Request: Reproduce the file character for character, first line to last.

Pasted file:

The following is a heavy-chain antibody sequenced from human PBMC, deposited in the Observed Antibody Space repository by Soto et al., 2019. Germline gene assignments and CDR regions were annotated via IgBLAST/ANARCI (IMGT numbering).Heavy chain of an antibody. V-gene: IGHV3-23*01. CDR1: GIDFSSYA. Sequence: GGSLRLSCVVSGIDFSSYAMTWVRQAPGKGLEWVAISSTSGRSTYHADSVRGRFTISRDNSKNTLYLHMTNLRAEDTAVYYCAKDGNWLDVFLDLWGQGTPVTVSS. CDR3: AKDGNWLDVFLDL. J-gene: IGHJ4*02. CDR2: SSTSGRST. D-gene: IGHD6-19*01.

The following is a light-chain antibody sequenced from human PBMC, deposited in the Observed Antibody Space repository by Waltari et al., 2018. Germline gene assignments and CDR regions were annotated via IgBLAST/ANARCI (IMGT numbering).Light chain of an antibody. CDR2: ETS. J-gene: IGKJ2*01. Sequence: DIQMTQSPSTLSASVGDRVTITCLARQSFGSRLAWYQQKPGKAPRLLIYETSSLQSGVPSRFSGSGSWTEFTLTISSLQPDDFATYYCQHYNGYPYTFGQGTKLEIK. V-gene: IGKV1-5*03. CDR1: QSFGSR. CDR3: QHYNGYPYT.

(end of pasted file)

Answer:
The following is a heavy-chain antibody sequenced from human PBMC, deposited in the Observed Antibody Space repository by Soto et al., 2019. Germline gene assignments and CDR regions were annotated via IgBLAST/ANARCI (IMGT numbering).Heavy chain of an antibody. V-gene: IGHV3-23*01. CDR1: GIDFSSYA. Sequence: GGSLRLSCVVSGIDFSSYAMTWVRQAPGKGLEWVAISSTSGRSTYHADSVRGRFTISRDNSKNTLYLHMTNLRAEDTAVYYCAKDGNWLDVFLDLWGQGTPVTVSS. CDR3: AKDGNWLDVFLDL. J-gene: IGHJ4*02. CDR2: SSTSGRST. D-gene: IGHD6-19*01.

The following is a light-chain antibody sequenced from human PBMC, deposited in the Observed Antibody Space repository by Waltari et al., 2018. Germline gene assignments and CDR regions were annotated via IgBLAST/ANARCI (IMGT numbering).Light chain of an antibody. CDR2: ETS. J-gene: IGKJ2*01. Sequence: DIQMTQSPSTLSASVGDRVTITCLARQSFGSRLAWYQQKPGKAPRLLIYETSSLQSGVPSRFSGSGSWTEFTLTISSLQPDDFATYYCQHYNGYPYTFGQGTKLEIK. V-gene: IGKV1-5*03. CDR1: QSFGSR. CDR3: QHYNGYPYT.